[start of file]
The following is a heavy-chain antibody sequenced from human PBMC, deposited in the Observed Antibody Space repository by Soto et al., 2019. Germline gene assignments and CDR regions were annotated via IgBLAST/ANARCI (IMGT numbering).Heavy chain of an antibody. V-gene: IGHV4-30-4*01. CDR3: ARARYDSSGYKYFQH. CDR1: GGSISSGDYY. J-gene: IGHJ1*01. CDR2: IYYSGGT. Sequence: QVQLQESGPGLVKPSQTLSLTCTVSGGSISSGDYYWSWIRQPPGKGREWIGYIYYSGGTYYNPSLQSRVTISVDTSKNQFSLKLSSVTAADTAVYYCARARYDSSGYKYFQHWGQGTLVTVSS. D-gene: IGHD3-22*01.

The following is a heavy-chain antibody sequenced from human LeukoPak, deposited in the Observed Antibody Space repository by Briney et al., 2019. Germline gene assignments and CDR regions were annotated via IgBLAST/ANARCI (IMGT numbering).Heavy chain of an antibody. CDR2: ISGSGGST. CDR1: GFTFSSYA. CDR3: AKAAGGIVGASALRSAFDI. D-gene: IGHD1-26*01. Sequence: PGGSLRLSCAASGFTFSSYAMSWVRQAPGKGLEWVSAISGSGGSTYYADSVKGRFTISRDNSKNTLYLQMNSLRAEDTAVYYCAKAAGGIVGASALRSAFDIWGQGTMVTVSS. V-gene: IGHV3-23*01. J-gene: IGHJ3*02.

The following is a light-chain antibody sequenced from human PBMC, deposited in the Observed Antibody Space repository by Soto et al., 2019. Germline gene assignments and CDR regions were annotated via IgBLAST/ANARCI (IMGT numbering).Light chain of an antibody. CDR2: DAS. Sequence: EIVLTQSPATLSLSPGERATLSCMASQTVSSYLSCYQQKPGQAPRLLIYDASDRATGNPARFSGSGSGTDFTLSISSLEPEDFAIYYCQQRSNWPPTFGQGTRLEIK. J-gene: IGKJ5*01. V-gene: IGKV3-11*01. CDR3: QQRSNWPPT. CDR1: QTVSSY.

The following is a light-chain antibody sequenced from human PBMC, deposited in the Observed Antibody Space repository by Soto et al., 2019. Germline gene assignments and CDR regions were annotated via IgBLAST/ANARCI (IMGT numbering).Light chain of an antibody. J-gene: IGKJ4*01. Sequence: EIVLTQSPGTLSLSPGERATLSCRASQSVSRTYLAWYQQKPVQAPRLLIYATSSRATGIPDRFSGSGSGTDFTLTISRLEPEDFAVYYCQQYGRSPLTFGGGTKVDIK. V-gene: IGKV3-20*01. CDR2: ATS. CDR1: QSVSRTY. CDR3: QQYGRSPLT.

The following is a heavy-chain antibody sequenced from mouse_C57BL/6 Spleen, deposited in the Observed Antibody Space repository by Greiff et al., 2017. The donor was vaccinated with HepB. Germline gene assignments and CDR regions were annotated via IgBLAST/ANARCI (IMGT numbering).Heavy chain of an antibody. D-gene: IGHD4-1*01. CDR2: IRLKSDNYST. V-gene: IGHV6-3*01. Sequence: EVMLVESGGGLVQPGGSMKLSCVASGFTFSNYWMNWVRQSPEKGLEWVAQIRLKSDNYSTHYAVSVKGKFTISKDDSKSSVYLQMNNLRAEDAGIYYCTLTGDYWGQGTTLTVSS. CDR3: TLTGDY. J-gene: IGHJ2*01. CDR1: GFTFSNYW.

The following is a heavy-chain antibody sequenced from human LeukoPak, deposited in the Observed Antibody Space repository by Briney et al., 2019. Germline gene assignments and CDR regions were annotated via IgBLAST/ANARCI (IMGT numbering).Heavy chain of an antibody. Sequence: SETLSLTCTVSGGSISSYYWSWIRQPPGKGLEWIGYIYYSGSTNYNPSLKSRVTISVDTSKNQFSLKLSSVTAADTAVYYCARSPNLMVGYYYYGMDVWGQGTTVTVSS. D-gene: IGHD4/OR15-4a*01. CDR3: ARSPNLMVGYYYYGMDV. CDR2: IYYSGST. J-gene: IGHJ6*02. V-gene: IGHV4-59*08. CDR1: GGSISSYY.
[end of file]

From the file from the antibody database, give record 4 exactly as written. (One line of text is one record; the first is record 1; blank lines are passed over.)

The following is a light-chain antibody sequenced from human PBMC, deposited in the Observed Antibody Space repository by Soto et al., 2019. Germline gene assignments and CDR regions were annotated via IgBLAST/ANARCI (IMGT numbering).Light chain of an antibody. J-gene: IGKJ4*01. Sequence: EIVLTQSPGTLSLSPGERATLSCRASQSVSRTYLAWYQQKPVQAPRLLIYATSSRATGIPDRFSGSGSGTDFTLTISRLEPEDFAVYYCQQYGRSPLTFGGGTKVDIK. V-gene: IGKV3-20*01. CDR2: ATS. CDR1: QSVSRTY. CDR3: QQYGRSPLT.